Proposed Changes to the Nonprofit Financial Statement Model – What You Need to Know
Today, the Financial Accounting Standards Board (FASB) issued the proposed Accounting Standards Update, Not-for-Profit Entities (Topic 958) and Health Care Entities (Topic 954)—Presentation of Financial Statements of Not-for-Profit Entities (proposed Update)
, for public comment. The proposed Accounting Standards Update is available for review here
As I recently explained in Accounting Today
, the FASB originally initiated this standard setting project as part of its ongoing review of generally accepted accounting principles (GAAP) to ensure that the standards continue to meet the needs of a changing financial reporting environment and the needs of those that rely on the financial statements of a nonprofit. Most of the current reporting guidance was established in 1993, when the Board issued FASB Statement No. 117, Financial Statements of Not-for-Profit Organizations
. It has been over twenty years since this original standard was issued with no significant changes to the nonprofit reporting model, and now, this proposed Update aims to refresh the model, but not necessarily overhaul it. It’s important to understand that the proposed update does not change the recognition and measurement of the underlying transactions. Rather, it enhances a nonprofit’s ability to tell its story related to its financial position and financial performance, while at the same time increasing financial comparability across the nonprofit sector and maintaining some level of flexibility.
The primary objectives of the standard-setting project are twofold: 1) improve the net asset classification requirements for nonprofits, and 2) revamp the information provided in financial statements about liquidity, financial performance and cash flows. These project objectives were formulated, in part, as a result of the FASB’s NFP Advisory Committee (NAC) and Project Resource Group members identifying them as areas in need of improvement.
The proposed ASU would substantially affect all nonprofits, as well as creditors, donors, grantors and others that use their financial statements. Those nonprofits typically include charities, NGOs, foundations, private colleges and universities, nonprofit health care providers, cultural and performing art organizations, religious organizations and trade associations, among others.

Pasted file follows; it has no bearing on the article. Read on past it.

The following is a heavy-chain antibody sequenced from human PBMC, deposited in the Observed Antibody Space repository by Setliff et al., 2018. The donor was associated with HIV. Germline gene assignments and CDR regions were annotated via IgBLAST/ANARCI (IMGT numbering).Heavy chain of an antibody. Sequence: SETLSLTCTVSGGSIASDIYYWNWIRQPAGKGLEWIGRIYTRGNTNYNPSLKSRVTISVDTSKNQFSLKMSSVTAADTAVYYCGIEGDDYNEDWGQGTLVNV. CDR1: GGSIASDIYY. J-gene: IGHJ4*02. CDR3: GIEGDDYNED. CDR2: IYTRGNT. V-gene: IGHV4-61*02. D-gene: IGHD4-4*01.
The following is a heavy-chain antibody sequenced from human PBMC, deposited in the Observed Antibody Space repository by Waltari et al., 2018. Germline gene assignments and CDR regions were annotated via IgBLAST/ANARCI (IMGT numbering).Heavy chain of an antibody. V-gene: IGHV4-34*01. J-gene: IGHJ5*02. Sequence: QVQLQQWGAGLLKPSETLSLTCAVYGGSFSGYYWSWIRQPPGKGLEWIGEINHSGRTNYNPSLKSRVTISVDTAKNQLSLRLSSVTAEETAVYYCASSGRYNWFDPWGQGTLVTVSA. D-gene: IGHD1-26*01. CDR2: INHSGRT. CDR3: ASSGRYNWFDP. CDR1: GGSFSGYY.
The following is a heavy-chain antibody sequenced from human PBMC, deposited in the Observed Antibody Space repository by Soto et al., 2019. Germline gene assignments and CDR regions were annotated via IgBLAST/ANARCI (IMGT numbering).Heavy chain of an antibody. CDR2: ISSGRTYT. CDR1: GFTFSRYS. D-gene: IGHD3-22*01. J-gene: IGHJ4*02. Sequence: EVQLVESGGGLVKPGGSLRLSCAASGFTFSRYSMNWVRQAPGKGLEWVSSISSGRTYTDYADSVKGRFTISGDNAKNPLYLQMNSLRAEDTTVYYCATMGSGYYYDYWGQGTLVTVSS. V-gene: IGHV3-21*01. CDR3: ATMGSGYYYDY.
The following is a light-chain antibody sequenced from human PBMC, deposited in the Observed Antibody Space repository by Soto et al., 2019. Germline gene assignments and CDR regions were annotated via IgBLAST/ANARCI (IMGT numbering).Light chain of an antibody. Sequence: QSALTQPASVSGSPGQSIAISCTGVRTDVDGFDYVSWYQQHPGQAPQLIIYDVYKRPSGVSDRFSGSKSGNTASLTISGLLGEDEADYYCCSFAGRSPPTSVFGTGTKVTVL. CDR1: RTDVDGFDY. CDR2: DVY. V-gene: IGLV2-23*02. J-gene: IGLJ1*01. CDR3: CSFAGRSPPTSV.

The proposed update will have a 120-day comment period, which ends on August 20, 2015. During the comment period—and subsequent to the end of the comment period—the FASB Board members and staff will engage in extensive outreach and communications with stakeholders. Those communications will include speeches at conferences and workshops, as well as small group meetings for preparers and users in the Chicago and Dallas areas, and possibly in the Atlanta area, during the June-July period. There will also be public roundtables in Norwalk on September 21, 2015 and on the West Coast (likely in Los Angeles) on October 6, 2015.
The FASB Board Members and staff will host a free educational webinar (two CPE hours available) on Tuesday, May 12, from 1:30 to 3:10 EDT, which will provide an in-depth look at the proposed Update. In the meantime—and throughout the comment period—we encourage you to reach out to our team with any questions, comments or concerns that you may have regarding the proposal and how it could impact your nonprofit organization. Feel free to leave a question or comment below, or reach out to me directly at email@example.com.